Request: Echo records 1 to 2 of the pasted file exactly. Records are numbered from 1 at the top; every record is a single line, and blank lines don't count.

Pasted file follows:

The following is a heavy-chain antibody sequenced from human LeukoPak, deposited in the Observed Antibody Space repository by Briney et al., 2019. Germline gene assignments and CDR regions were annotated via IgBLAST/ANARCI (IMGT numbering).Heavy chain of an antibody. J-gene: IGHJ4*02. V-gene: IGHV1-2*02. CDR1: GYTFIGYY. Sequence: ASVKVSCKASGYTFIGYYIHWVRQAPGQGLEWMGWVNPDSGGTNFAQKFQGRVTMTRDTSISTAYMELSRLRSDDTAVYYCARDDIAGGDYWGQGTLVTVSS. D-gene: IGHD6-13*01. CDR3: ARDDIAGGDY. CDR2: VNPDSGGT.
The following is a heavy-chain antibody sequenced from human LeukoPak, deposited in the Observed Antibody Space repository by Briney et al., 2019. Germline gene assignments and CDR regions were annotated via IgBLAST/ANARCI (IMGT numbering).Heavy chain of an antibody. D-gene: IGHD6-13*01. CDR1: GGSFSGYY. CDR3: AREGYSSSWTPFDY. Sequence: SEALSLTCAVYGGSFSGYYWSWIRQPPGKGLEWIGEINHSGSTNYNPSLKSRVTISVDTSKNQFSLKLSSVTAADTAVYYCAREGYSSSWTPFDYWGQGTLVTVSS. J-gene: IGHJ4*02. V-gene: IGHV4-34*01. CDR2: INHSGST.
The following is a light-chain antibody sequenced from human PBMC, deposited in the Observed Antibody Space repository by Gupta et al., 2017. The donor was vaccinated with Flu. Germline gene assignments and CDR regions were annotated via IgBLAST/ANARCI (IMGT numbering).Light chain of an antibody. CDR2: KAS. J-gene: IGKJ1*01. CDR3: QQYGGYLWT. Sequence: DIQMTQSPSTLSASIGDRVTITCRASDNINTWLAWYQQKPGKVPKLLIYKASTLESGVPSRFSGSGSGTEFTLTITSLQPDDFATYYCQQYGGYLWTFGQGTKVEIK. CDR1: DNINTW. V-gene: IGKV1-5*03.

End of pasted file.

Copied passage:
The following is a heavy-chain antibody sequenced from human LeukoPak, deposited in the Observed Antibody Space repository by Briney et al., 2019. Germline gene assignments and CDR regions were annotated via IgBLAST/ANARCI (IMGT numbering).Heavy chain of an antibody. J-gene: IGHJ4*02. V-gene: IGHV1-2*02. CDR1: GYTFIGYY. Sequence: ASVKVSCKASGYTFIGYYIHWVRQAPGQGLEWMGWVNPDSGGTNFAQKFQGRVTMTRDTSISTAYMELSRLRSDDTAVYYCARDDIAGGDYWGQGTLVTVSS. D-gene: IGHD6-13*01. CDR3: ARDDIAGGDY. CDR2: VNPDSGGT.
The following is a heavy-chain antibody sequenced from human LeukoPak, deposited in the Observed Antibody Space repository by Briney et al., 2019. Germline gene assignments and CDR regions were annotated via IgBLAST/ANARCI (IMGT numbering).Heavy chain of an antibody. D-gene: IGHD6-13*01. CDR1: GGSFSGYY. CDR3: AREGYSSSWTPFDY. Sequence: SEALSLTCAVYGGSFSGYYWSWIRQPPGKGLEWIGEINHSGSTNYNPSLKSRVTISVDTSKNQFSLKLSSVTAADTAVYYCAREGYSSSWTPFDYWGQGTLVTVSS. J-gene: IGHJ4*02. V-gene: IGHV4-34*01. CDR2: INHSGST.